Prince William visited a sentimental spot on the second day of his five-day tour of the Middle East.
The Duke of Cambridge posed for a photo on June 25 at the exact same spot amid the ancient Roman ruins in Jerash where his wife, Duchess Kate, was photographed playing at age 4 with sister Pippa Middleton and dad Michael Middleton more than three decades ago.
At a reception marking the queen's birthday the previous night, People magazine reported, William told guests that Kate, who's on maternity leave, "is very sorry she cannot be here with me so soon after the birth of our son Louis, but her family remembers very fondly the almost three years she spent here as a child when her father worked for British Airways in Amman."
The same day he visited the first century ruins, William -- who's being hosted by Crown Prince Al-Hussein bin Abdullah II, the son of King Abdullah II and Queen Rania -- also met with Syrian refugees including some who are learning photography skills as well as children who are receiving psychological support from a UNICEF Jordan program. "The way in which you opened your doors to hundreds of thousands of refugees from Syria, not to mention your longstanding commitments to Palestinian refugees, is remarkable," William said, according to a statement on the Kensington Palace Twitter account.
The heir to the British throne also tried his hand at bread-making and met with once-orphaned women who were abandoned or taken away from their parents and "have now learned new skills and found work," the palace tweeted.
Later in the day, Prince William's every move will be closely watched as he arrives in Israel, CNN reported. There, he's scheduled to visit Yad Vashem, the World Holocaust Remembrance Center, and meet with both Israeli Prime Minister Benjamin Netanyahu and President Reuven Rivlin. He will then meet with Palestinian Authority President Mahmoud Abbas in Ramallah in the West Bank on June 26.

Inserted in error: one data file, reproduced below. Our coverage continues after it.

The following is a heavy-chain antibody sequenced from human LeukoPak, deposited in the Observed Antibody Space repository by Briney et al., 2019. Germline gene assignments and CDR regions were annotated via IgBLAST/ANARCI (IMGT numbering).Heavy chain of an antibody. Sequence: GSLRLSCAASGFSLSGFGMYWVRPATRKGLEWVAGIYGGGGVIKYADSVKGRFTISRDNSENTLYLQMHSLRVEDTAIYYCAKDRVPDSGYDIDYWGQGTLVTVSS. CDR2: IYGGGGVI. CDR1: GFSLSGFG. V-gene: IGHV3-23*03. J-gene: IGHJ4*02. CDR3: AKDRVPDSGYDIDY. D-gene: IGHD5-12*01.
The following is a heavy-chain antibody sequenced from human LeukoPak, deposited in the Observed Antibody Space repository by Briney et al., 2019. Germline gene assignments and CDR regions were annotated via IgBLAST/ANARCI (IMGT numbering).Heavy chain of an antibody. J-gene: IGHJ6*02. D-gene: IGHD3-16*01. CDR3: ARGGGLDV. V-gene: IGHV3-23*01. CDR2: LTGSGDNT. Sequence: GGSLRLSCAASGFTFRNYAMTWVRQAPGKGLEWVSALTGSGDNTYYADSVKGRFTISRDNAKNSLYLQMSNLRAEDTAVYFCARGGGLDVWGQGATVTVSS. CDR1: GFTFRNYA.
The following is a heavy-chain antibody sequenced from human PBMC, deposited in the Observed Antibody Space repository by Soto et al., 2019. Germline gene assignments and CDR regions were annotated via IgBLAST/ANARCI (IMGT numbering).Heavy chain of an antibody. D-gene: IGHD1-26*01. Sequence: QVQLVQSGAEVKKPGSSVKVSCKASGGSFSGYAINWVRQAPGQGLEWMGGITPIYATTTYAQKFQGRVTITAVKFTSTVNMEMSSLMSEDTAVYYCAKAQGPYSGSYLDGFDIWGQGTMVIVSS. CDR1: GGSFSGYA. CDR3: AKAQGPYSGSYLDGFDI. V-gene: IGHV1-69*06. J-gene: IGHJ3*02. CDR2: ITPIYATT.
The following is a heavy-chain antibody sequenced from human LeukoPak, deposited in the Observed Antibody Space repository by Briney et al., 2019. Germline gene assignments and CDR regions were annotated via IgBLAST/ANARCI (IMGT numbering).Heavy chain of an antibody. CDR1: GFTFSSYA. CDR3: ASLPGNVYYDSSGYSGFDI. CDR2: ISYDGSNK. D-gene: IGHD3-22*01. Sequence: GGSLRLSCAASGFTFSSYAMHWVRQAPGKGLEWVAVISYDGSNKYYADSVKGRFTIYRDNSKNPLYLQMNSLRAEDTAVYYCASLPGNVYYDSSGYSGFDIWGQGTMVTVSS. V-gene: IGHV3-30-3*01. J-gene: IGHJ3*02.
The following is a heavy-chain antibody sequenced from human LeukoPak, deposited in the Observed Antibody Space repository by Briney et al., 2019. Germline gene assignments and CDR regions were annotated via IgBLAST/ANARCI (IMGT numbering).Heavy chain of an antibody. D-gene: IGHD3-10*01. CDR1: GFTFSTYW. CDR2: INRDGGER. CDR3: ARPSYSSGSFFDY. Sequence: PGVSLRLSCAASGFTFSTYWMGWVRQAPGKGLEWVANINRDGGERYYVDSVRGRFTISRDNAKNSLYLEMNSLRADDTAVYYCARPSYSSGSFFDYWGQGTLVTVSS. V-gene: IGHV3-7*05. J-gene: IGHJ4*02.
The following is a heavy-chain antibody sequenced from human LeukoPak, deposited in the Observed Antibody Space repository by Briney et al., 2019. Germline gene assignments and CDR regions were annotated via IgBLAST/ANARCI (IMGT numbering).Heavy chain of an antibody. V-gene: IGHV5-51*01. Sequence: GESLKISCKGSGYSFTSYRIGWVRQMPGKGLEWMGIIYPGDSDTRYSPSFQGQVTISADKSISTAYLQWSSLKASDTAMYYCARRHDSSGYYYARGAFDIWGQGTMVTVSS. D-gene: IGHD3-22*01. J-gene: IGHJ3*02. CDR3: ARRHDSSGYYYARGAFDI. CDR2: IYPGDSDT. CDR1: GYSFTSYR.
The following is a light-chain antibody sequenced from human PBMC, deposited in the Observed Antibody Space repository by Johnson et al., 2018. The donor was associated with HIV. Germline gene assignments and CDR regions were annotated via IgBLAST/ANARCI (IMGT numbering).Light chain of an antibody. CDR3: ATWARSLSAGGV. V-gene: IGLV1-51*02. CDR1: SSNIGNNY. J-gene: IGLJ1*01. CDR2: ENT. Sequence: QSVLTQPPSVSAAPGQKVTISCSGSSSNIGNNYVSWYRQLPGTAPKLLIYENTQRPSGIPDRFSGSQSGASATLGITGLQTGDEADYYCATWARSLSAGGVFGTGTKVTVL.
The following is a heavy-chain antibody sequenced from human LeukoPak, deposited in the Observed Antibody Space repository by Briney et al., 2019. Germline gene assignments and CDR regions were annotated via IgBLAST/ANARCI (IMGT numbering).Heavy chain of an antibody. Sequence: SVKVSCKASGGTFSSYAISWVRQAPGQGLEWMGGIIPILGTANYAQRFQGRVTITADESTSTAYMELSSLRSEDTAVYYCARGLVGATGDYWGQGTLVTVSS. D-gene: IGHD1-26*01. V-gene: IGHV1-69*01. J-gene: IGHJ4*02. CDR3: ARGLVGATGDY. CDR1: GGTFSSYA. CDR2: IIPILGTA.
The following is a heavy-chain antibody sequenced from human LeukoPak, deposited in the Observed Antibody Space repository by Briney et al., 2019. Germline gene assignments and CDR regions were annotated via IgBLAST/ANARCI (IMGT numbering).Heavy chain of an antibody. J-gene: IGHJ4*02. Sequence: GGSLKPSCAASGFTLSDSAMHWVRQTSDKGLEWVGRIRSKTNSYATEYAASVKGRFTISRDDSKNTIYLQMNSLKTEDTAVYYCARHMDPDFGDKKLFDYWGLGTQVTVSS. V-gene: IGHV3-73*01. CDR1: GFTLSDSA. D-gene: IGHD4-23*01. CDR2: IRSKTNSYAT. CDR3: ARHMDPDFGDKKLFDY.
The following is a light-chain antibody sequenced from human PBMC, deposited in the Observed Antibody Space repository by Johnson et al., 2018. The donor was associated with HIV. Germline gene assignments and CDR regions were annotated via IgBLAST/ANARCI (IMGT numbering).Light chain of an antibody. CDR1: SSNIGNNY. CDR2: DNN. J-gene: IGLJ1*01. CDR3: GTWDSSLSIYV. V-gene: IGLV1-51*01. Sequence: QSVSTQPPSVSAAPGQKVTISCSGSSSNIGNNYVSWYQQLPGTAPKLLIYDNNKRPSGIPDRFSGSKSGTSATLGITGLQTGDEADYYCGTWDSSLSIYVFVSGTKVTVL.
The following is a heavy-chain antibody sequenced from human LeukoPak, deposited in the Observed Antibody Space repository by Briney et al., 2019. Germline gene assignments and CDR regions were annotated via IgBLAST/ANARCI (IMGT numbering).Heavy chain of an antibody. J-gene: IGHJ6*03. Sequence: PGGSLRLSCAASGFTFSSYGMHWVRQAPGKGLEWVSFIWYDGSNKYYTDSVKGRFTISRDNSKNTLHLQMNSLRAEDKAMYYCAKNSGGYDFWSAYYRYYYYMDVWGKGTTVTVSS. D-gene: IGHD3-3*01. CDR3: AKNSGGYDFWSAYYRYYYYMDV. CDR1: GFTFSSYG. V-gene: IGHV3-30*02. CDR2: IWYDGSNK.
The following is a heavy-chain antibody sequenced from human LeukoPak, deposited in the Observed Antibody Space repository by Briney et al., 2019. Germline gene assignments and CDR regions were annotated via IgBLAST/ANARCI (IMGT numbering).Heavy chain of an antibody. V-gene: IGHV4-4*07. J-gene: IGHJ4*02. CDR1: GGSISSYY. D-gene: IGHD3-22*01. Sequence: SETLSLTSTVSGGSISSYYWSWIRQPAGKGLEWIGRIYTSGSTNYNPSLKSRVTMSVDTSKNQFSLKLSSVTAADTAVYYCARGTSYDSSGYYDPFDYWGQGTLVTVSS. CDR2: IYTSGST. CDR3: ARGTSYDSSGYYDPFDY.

CNN reports that William is also expected to visit Jerusalem's Old City, the Mount of Olives and the Church of St. Mary Magdalene in the Garden of Gethsemane. That's where his great-grandmother Princess Alice of Battenberg -- the mother of his grandfather, Prince Philip (and a great-granddaughter of Queen Victoria) -- is buried.
This official trip is significant as William will become the first British royal to pay an official visit to Israel and the Palestinian territories.
He kicked off the official tour on June 24 when he landed in Jordan on a Royal Air Force plane and joined the crown prince on a tour of the TechWorks Fabrication Lab and met with young men and women including students from Al-Hussein Technical University whose work focused on STEM-based projects. Following more official visits, William joined the crown prince to watch a rerun of the England vs. Panama World Cup soccer match he'd missed earlier in the day.
"The welcome that The Crown Prince showed me today is one that I will always remember, and which I hope to be able to reciprocate one day in the UK," William said in a statement.
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